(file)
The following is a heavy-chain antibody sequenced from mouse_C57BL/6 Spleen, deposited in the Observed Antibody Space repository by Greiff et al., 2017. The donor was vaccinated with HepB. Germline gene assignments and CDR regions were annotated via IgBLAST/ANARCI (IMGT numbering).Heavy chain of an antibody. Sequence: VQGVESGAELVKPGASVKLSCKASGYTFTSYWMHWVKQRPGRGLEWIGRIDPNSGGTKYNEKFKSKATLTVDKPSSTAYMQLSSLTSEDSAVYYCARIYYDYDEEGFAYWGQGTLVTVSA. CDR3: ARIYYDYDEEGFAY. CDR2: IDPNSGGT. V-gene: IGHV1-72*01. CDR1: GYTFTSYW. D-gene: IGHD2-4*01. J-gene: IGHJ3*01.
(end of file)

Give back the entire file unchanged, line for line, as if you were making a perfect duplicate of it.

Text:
The following is a heavy-chain antibody sequenced from mouse_C57BL/6 Spleen, deposited in the Observed Antibody Space repository by Greiff et al., 2017. The donor was vaccinated with HepB. Germline gene assignments and CDR regions were annotated via IgBLAST/ANARCI (IMGT numbering).Heavy chain of an antibody. Sequence: VQGVESGAELVKPGASVKLSCKASGYTFTSYWMHWVKQRPGRGLEWIGRIDPNSGGTKYNEKFKSKATLTVDKPSSTAYMQLSSLTSEDSAVYYCARIYYDYDEEGFAYWGQGTLVTVSA. CDR3: ARIYYDYDEEGFAY. CDR2: IDPNSGGT. V-gene: IGHV1-72*01. CDR1: GYTFTSYW. D-gene: IGHD2-4*01. J-gene: IGHJ3*01.